The Ensembl Browser

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I am trying to learn how Ensembl is structured. These notes are partially based on a workshop in 2010 at the EBI.

Basic Information

  • Everything is in mysql databases. No flat text files.
  • Everything is programmed in PERL (except the UCSC programs?)
  • Main documentation start page
  • Bert Overduin's homepage has a list of all slides and exercises - very handy!
  • Parts of source code:
    • "core": genome database and related tools
    • "pipeline": the job scheduling system + config files
    • "analysis": all genome annotation tools and wrappers
  • Subdirectories of source parts:
    • "scripts": command-line tools (mostly PERL)
    • "modules": perl modules for command-line tools
    • "sql": database schemas for scripts (remember that everything reads/writes to mysql

Pipeline / scheduling system

  • Job description, input data description and commands are written to MySQL, the cluster writes the results back to mysql
  • Each node will only extract part of the
  • the paper has a rough general outline
  • Basic schema is in ensembl-pipeline/sql/table.sql with some documentation
  • The most useful documentation is in in CVS pipeline-docs
  • The genebuild step is predicting genes
  • The xref step is connecting predicted genes to external identifiers
  • The compara step is aligning all genomes and predicted genes and then building phylogenetic trees for all proteins
  • The biomart step is de-normalizing all databases for faster access (All older biomart versions are accessible via the archived old ensembl versions)

Genome data storage

  • Basic schema is in ensembl/sql/table.sql, with quite a bit of documentation of the tables
  • Can be accessed via Perl API (slow) or via (~table browser, fast and convenient) or via direct sql queries
  • Database schema documentation
  • The database schema is very complex, due to self-referencing tables, whole-genome queries are not possible without biomart at reasonable speed
  • An update of everything is done every 6 months. The old code, the old API and all databases are archived. Different mysql servers running on different ports are used to separated older archived from current versions.
    • Genes are not re-predicted each time but only when new data is added to the gene build. The starting month of the last update of a gene build is stored in genome_db.genebuild (not the month when the genebuild ended, so I don't see how you know if genes changed)
    • the current version can be found out with:
      select * from meta meta where meta_key in ("schema_version", "patch")
  • Usually, each species has its own database, like in the UCSC browser. The current human one is 'homo_sapiens_core_56_37a'
  • The version number system is the opposite of the usual order. The last part of the version number is the MOST important part. If the last one is identical, then that means that the data is the same. The first part if only the artificial "release" number. E.g. Human_56_37a and Human_57_37a are actually the same database, which has been assigned to two different "releases".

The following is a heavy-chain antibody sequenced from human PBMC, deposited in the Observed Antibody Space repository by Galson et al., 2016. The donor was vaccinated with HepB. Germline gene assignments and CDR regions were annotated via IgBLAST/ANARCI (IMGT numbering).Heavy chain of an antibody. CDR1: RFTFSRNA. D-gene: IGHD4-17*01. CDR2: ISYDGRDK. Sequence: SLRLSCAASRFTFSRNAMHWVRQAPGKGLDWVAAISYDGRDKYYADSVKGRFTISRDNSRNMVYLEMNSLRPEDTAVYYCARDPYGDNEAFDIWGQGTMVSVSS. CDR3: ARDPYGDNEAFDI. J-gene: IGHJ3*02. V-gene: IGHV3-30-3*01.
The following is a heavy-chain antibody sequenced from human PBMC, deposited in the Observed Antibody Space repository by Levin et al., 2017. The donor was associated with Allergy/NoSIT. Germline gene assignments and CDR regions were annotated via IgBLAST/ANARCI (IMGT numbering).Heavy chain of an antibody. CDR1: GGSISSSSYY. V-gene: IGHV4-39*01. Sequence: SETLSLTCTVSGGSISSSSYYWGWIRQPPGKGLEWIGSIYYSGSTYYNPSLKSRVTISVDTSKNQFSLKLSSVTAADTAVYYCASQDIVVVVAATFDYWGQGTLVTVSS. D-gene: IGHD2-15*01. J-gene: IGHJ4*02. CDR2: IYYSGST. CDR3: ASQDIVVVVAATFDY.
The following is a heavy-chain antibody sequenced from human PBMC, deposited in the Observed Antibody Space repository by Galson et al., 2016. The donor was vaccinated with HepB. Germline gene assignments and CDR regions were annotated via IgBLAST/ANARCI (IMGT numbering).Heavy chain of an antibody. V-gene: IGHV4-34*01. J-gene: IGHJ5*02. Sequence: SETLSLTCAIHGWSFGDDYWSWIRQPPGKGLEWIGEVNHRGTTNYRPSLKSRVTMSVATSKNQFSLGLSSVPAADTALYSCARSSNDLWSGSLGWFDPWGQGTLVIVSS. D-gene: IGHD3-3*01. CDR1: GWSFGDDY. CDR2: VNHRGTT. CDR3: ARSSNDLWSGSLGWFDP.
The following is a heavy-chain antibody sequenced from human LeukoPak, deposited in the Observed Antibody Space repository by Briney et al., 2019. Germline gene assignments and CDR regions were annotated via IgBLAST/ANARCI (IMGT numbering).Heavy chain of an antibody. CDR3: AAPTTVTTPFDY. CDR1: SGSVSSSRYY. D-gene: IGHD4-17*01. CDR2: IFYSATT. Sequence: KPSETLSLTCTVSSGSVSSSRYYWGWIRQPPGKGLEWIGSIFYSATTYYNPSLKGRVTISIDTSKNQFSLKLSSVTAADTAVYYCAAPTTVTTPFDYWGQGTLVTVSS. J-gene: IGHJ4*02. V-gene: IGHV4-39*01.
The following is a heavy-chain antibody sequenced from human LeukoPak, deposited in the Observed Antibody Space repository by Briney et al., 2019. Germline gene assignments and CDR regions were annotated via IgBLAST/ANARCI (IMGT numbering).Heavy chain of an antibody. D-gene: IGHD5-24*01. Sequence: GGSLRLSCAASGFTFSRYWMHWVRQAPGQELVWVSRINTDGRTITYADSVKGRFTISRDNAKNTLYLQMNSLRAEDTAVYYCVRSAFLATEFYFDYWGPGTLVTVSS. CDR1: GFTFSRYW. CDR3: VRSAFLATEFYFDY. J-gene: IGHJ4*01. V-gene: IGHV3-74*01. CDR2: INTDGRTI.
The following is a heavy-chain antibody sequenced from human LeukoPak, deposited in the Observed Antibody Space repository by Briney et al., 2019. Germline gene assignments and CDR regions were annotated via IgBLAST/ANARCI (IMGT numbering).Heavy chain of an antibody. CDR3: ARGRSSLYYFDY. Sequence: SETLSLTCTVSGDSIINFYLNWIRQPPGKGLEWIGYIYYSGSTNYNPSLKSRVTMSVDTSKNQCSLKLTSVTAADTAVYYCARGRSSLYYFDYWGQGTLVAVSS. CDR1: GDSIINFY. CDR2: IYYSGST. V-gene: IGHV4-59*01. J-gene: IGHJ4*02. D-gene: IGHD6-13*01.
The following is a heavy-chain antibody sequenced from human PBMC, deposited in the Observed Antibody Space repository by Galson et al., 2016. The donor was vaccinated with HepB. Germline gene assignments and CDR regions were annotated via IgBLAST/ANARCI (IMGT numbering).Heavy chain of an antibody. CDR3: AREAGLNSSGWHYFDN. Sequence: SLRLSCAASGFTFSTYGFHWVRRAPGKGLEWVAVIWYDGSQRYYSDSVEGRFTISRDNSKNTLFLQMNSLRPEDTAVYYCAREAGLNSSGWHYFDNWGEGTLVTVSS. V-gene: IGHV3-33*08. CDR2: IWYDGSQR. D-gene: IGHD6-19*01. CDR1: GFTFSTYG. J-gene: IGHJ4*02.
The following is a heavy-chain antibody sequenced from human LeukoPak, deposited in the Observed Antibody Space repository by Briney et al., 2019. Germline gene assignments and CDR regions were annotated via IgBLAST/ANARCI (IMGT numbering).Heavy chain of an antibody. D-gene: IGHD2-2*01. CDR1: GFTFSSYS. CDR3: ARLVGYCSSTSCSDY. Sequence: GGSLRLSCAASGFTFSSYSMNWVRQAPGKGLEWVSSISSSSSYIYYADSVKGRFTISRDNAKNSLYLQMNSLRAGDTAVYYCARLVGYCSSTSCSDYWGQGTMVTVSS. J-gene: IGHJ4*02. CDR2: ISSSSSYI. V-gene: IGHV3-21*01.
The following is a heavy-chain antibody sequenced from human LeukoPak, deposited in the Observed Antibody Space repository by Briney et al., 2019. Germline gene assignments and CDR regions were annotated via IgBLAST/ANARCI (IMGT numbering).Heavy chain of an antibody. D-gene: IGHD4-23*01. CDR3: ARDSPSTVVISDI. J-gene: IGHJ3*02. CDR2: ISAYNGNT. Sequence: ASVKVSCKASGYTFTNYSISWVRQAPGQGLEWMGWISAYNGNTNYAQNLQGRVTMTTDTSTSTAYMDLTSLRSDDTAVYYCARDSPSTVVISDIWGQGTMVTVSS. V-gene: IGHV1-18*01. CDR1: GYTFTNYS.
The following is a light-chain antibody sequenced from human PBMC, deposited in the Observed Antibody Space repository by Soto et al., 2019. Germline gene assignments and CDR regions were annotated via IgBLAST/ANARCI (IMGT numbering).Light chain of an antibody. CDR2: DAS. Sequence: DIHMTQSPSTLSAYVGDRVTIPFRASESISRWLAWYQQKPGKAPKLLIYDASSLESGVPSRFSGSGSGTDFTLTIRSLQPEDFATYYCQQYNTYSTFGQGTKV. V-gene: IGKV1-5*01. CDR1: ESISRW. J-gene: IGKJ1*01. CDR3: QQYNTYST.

• The Web interface is called "webcode", written in Perl and makes extensive use of inheritance (uh-oh), tool-support for reading the code might be helpful
  • The database structure is very normalized. Whereas this is nice from a software engineering perspective, you cannot do large-scale requests. E.g. downloading all homologs between two genomes involves queries on self-referencing tables which take ages to resolve and will time out if run on their server. Use biomart for these types of requests.
  • There are still a lot of older functions lingering in the source code. If a function returns null although it shouldn't have a look into the source code. Often they have been replaced by others. The ensembl-dev mailing list is a good way to get more information.
  • Ensembl minimum install


All versions of the genomes are on the same server. Some ideas to help you find your way:

  • Database names follow the schema <species>_<databaseType>_<releaseNumber>_<assemblyNumber>_<ChangesSinceLastAnnotation>
    • assembly number is the assembly version number from NCBI in the case of human
    • release is updated every 2 months
    • e.g. Homo_sapiens_core_59_37d
    • e.g. Homo_sapiens_core_58_37d
    • e.g. Homo_sapiens_core_57_37d
    • As you can see, the last letter is the most important one - you can see that there are no changes at all to the human annotations from 57 to 59, as the final "d" has not changed!
  • ensembl_compara includes homologies between proteins and genomes
  • ensembl_go_version: Not used anymore? Was used to store gene ontology links.
  • ensembl_website_version: Ensembl includes some sort of content management system. This databases includes help articles, bugs, news, the list of species on the frontpage etc. (This database looks somewhat similar to hgcentral)
  • ensembl_ancestral_version ??

Species database

  • Sequences can be accessed using different "coordinate systems", e.g. you can type in a chromsome location or alternatively a contig location. Both will be mapped to chromsome sequences. They are set up in the table 'coord_system'
  • The sequences themselved are stored in the table 'dna' and information about them in 'seq_region'. There is a table dnac for compressed sequences but its empty.
  • genes are linked to synonyms/names via xref-tables.


  • Most documentation is not accessible from the Ensembl homepage. Most useful documentation is available via cvs in the module "ensembl-doc" / directory "pipeline_docs": [1] The file overview.txt gives a very good introduction.